In the next six weeks, we’re going to hear a lot of marketing-speak about the mayor’s race from a variety of mayoral candidates. They’re going to throw around phrases like “working together” and “can-do city” and “accountability,” the usual sorts of things that test well with focus groups and mean absolutely nothing.

What they won’t do, unless we ask them, is discuss the issues in specific, “What are you going to do about these problems?” ways. So here are a few ideas to get everyone started. It’s not an inclusive list, and I don’t mean it to be. For too long, we’ve had a top-down approach to government and elections in Dallas, and it’s far past time that the voters started thinking for themselves. We are, after all, the bosses.

1. What are you going to do to get the 150 extra cops Chief Kunkel says he wants on the street? We don’t want to hear excuses that a lawsuit is preventing the city from hiring more police, or that we don’t have capacity at the police academy.

2. How are we going to pay for the extra cops? Will we have to raise property taxes? And if we’re not going to raise property taxes, which programs are going to be cut to pay for the additional police? And claiming that you’re going to find “efficiencies in government” to make up the difference doesn’t count.

3. How did the recent fiasco with recycling bin distribution, where residents who weren’t supposed to get them did and residents who were didn’t, happen? What is going to be done to prevent something like this from happening again? And, again, don’t say it’s about finding “efficiencies in government.”

4. How do you define economic development? What kind of businesses do you want to bring to Dallas? Is there a standard in terms of number of jobs or quality of jobs? Does a call center in Irving count?

5. How are you going to attract business to Dallas? Are abatements and preferential tax treatment the only way to do it? And is it time to set limits on this kind of incentive, so that companies that don’t meet hiring goals or that leave town when the abatement expires have to refund some or all of what we gave them?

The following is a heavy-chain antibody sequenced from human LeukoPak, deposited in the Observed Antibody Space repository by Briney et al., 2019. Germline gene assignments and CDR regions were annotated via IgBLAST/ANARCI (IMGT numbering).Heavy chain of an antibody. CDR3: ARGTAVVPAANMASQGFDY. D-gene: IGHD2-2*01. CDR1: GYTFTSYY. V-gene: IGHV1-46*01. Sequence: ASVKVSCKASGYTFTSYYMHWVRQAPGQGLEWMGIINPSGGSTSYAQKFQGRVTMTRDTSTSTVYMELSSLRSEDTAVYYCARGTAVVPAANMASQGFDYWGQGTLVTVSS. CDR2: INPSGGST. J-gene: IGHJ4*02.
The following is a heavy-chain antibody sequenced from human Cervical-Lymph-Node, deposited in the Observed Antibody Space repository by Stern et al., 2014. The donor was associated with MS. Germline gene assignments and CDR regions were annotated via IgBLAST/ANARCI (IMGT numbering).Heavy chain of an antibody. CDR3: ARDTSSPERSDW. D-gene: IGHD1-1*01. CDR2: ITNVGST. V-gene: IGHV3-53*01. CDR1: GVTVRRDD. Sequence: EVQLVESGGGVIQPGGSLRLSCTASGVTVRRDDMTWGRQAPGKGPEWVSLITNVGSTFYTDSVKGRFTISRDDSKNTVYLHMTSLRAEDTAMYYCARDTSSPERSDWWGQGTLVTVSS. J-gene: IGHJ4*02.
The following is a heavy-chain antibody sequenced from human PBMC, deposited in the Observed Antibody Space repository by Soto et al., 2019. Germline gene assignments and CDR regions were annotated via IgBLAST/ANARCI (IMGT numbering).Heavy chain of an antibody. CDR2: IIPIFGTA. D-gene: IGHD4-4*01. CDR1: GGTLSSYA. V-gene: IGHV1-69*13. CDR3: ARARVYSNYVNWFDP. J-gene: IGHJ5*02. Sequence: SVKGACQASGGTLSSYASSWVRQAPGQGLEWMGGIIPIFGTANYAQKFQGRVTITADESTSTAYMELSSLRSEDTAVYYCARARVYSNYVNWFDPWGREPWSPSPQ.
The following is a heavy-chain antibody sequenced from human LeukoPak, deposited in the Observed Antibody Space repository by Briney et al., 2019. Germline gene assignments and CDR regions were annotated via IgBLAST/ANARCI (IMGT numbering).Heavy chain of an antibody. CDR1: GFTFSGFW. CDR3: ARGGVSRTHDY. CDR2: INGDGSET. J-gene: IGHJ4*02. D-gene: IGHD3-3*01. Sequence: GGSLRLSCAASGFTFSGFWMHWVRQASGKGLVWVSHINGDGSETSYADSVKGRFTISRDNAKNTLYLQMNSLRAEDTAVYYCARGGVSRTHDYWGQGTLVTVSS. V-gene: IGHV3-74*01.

6. Are we ever going to fund the library system legitimately again? If not, then have the honesty to tell us so, and stop the charade that has been going on for a decade.

7. Did voters approve what the city wants to do with the Trinity River bridges? I’m not asking if the bridges are a good idea or not; rather, did the bond election allow the city to do this? If not, what are you going to do about it? If it did, how are you going to make that right to those of us who disagree?

8. How do you feel about the manager-council form of government? Do we need to look at the strong mayor system again? If not, what makes you think this system — that everyone seems to say is broken — will work with you in charge, given that the mayor is just a council member with a better office?

9. Code enforcement is another area that has traditionally been under funded. How close are we to full strength? Is there a mandate to go after homes, apartments and the like that aren’t up to code, or is it enough to use the few resources we have to cite residents who aren’t complying with the bulky trash regulations?

10. Is it time for the city to consider more serious water conservation measures, along the lines of San Antonio (more restrictive watering rules, free low-flush toilets, more comprehensive restaurant rules), given the growing demand for water, the persistent drought, and the cost of building new reservoirs? Or can we get by just by building new reservoirs?


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